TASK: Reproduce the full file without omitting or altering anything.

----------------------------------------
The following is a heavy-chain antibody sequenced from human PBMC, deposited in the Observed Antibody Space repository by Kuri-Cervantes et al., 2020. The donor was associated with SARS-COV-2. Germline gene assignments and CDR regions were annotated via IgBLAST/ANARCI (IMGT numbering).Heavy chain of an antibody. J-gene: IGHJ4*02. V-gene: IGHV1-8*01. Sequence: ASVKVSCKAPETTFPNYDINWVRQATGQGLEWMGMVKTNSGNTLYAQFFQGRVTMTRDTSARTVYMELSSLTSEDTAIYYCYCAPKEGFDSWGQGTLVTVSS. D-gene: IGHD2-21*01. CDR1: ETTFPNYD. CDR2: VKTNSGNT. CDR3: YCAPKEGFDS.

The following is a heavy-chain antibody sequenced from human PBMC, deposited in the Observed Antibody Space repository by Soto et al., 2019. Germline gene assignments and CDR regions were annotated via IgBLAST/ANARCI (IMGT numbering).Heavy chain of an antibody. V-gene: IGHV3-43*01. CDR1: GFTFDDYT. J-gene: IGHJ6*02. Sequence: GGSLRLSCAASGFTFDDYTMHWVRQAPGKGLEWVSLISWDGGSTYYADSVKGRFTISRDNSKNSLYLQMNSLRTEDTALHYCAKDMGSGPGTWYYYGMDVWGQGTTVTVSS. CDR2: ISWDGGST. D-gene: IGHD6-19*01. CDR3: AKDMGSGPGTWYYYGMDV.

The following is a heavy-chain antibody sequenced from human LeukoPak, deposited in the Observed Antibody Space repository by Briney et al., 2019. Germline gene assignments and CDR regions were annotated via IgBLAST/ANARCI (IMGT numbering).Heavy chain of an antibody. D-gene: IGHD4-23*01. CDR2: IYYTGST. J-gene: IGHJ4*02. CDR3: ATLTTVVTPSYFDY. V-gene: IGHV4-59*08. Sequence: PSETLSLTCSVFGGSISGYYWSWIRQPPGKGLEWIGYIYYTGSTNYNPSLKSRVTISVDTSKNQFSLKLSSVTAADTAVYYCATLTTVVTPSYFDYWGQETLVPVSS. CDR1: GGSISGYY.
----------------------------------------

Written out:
The following is a heavy-chain antibody sequenced from human PBMC, deposited in the Observed Antibody Space repository by Kuri-Cervantes et al., 2020. The donor was associated with SARS-COV-2. Germline gene assignments and CDR regions were annotated via IgBLAST/ANARCI (IMGT numbering).Heavy chain of an antibody. J-gene: IGHJ4*02. V-gene: IGHV1-8*01. Sequence: ASVKVSCKAPETTFPNYDINWVRQATGQGLEWMGMVKTNSGNTLYAQFFQGRVTMTRDTSARTVYMELSSLTSEDTAIYYCYCAPKEGFDSWGQGTLVTVSS. D-gene: IGHD2-21*01. CDR1: ETTFPNYD. CDR2: VKTNSGNT. CDR3: YCAPKEGFDS.

The following is a heavy-chain antibody sequenced from human PBMC, deposited in the Observed Antibody Space repository by Soto et al., 2019. Germline gene assignments and CDR regions were annotated via IgBLAST/ANARCI (IMGT numbering).Heavy chain of an antibody. V-gene: IGHV3-43*01. CDR1: GFTFDDYT. J-gene: IGHJ6*02. Sequence: GGSLRLSCAASGFTFDDYTMHWVRQAPGKGLEWVSLISWDGGSTYYADSVKGRFTISRDNSKNSLYLQMNSLRTEDTALHYCAKDMGSGPGTWYYYGMDVWGQGTTVTVSS. CDR2: ISWDGGST. D-gene: IGHD6-19*01. CDR3: AKDMGSGPGTWYYYGMDV.

The following is a heavy-chain antibody sequenced from human LeukoPak, deposited in the Observed Antibody Space repository by Briney et al., 2019. Germline gene assignments and CDR regions were annotated via IgBLAST/ANARCI (IMGT numbering).Heavy chain of an antibody. D-gene: IGHD4-23*01. CDR2: IYYTGST. J-gene: IGHJ4*02. CDR3: ATLTTVVTPSYFDY. V-gene: IGHV4-59*08. Sequence: PSETLSLTCSVFGGSISGYYWSWIRQPPGKGLEWIGYIYYTGSTNYNPSLKSRVTISVDTSKNQFSLKLSSVTAADTAVYYCATLTTVVTPSYFDYWGQETLVPVSS. CDR1: GGSISGYY.